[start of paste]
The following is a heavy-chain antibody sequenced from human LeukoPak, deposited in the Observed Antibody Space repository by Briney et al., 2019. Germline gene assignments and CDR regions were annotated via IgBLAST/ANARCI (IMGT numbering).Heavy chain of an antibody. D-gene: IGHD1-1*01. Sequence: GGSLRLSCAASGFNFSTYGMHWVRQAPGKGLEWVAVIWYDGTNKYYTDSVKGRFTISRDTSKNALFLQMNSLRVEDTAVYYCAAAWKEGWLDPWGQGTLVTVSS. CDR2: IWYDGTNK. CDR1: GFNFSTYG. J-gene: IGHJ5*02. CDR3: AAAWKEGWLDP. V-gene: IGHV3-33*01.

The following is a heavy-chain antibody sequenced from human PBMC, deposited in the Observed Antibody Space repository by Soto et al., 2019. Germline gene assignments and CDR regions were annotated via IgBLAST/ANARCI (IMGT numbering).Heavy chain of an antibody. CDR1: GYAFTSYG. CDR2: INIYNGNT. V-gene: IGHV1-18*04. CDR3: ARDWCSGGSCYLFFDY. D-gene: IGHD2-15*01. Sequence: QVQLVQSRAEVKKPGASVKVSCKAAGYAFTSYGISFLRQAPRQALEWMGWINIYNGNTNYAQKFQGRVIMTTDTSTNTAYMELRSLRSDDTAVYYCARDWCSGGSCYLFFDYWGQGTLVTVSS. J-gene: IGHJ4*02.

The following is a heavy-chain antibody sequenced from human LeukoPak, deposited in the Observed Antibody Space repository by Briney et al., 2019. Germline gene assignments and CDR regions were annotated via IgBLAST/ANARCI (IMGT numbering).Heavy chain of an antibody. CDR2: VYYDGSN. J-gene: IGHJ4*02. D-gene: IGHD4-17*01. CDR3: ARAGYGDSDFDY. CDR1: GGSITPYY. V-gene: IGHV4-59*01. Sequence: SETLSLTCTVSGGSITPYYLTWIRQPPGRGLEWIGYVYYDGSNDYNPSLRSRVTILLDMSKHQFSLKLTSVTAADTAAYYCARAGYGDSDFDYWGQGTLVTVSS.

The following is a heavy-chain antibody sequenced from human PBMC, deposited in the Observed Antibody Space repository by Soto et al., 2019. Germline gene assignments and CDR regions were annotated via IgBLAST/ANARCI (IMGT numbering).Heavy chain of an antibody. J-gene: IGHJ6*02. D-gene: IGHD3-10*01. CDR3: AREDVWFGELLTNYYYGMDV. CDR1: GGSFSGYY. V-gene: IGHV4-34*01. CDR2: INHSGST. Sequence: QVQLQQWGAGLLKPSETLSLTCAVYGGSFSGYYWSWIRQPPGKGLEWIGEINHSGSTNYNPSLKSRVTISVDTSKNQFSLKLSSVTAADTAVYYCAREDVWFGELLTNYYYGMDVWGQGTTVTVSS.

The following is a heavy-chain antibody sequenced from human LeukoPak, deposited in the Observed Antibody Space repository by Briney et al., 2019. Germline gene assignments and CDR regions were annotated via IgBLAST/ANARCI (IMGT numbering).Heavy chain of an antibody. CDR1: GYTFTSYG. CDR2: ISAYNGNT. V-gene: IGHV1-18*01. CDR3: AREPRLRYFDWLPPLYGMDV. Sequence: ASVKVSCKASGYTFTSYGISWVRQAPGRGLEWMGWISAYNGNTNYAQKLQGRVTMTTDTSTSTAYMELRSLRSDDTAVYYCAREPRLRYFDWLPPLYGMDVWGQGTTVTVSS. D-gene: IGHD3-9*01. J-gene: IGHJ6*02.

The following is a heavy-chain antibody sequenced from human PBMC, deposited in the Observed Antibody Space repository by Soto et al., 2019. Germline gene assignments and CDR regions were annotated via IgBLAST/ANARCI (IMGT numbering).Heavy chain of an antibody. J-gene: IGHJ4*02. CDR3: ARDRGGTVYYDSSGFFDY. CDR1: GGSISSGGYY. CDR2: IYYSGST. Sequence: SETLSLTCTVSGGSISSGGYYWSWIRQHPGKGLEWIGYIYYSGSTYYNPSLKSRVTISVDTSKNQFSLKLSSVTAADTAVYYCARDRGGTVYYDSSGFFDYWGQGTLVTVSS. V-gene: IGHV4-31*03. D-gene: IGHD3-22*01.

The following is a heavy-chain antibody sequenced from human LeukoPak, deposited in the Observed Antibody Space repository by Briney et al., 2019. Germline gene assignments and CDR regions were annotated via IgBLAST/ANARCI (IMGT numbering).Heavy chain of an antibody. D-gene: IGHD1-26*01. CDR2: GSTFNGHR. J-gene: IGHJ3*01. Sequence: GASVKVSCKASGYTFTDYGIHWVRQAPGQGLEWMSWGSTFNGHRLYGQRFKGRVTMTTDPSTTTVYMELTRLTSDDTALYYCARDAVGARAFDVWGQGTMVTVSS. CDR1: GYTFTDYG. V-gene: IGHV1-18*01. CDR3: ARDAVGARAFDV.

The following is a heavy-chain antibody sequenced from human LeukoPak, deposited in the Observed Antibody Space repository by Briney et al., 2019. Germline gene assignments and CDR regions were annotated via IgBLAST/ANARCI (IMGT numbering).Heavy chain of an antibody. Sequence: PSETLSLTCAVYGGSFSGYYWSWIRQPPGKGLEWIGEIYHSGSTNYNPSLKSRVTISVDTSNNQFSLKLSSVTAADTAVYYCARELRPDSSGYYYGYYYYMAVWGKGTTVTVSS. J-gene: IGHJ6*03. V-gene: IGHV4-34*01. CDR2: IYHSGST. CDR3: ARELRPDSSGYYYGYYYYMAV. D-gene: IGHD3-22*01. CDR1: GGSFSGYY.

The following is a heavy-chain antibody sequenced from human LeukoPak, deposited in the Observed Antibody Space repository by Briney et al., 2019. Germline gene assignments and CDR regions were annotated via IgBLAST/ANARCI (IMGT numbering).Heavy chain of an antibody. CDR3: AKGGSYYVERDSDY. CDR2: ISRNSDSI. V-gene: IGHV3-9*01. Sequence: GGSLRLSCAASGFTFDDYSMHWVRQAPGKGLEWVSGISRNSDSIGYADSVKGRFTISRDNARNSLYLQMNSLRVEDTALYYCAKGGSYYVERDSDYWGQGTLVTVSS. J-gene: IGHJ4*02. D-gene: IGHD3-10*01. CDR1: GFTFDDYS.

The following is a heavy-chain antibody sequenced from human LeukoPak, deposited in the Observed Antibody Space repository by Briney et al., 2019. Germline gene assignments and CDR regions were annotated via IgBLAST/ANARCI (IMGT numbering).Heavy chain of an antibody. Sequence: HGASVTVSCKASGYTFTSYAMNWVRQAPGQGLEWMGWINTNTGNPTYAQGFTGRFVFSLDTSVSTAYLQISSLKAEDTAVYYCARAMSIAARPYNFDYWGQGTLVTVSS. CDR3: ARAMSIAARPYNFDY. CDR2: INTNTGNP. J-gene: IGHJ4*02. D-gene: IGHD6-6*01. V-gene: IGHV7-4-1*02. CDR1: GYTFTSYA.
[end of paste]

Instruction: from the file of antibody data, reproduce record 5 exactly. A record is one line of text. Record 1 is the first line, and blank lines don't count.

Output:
The following is a heavy-chain antibody sequenced from human LeukoPak, deposited in the Observed Antibody Space repository by Briney et al., 2019. Germline gene assignments and CDR regions were annotated via IgBLAST/ANARCI (IMGT numbering).Heavy chain of an antibody. CDR1: GYTFTSYG. CDR2: ISAYNGNT. V-gene: IGHV1-18*01. CDR3: AREPRLRYFDWLPPLYGMDV. Sequence: ASVKVSCKASGYTFTSYGISWVRQAPGRGLEWMGWISAYNGNTNYAQKLQGRVTMTTDTSTSTAYMELRSLRSDDTAVYYCAREPRLRYFDWLPPLYGMDVWGQGTTVTVSS. D-gene: IGHD3-9*01. J-gene: IGHJ6*02.